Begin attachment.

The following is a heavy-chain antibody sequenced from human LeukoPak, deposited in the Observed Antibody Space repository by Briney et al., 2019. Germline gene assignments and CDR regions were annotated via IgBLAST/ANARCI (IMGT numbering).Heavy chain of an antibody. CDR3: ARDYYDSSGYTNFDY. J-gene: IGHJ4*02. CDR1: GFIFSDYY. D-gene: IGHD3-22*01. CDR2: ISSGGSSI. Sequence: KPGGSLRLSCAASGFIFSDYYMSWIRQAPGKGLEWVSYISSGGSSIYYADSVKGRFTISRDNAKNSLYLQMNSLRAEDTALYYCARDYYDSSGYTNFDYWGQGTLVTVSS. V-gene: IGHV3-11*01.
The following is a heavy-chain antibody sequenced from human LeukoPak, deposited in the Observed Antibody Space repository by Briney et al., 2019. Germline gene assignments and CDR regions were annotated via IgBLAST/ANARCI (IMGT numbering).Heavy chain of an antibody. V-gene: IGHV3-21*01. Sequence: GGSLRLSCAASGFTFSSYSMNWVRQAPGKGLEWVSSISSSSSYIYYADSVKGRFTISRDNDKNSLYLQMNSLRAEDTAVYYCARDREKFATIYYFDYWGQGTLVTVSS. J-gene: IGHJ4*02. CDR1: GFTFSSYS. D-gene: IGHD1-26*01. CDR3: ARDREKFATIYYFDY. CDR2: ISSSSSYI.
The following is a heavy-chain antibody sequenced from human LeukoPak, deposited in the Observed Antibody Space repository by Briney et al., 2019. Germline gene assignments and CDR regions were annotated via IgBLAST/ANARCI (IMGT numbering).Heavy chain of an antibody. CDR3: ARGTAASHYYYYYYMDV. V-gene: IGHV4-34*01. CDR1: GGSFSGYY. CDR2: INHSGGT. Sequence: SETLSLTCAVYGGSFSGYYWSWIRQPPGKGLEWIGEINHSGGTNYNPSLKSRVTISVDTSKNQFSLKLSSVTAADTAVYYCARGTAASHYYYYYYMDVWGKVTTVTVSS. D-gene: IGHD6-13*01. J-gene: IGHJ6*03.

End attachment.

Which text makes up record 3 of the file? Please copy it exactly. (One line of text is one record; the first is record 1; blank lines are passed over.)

The following is a heavy-chain antibody sequenced from human LeukoPak, deposited in the Observed Antibody Space repository by Briney et al., 2019. Germline gene assignments and CDR regions were annotated via IgBLAST/ANARCI (IMGT numbering).Heavy chain of an antibody. CDR3: ARGTAASHYYYYYYMDV. V-gene: IGHV4-34*01. CDR1: GGSFSGYY. CDR2: INHSGGT. Sequence: SETLSLTCAVYGGSFSGYYWSWIRQPPGKGLEWIGEINHSGGTNYNPSLKSRVTISVDTSKNQFSLKLSSVTAADTAVYYCARGTAASHYYYYYYMDVWGKVTTVTVSS. D-gene: IGHD6-13*01. J-gene: IGHJ6*03.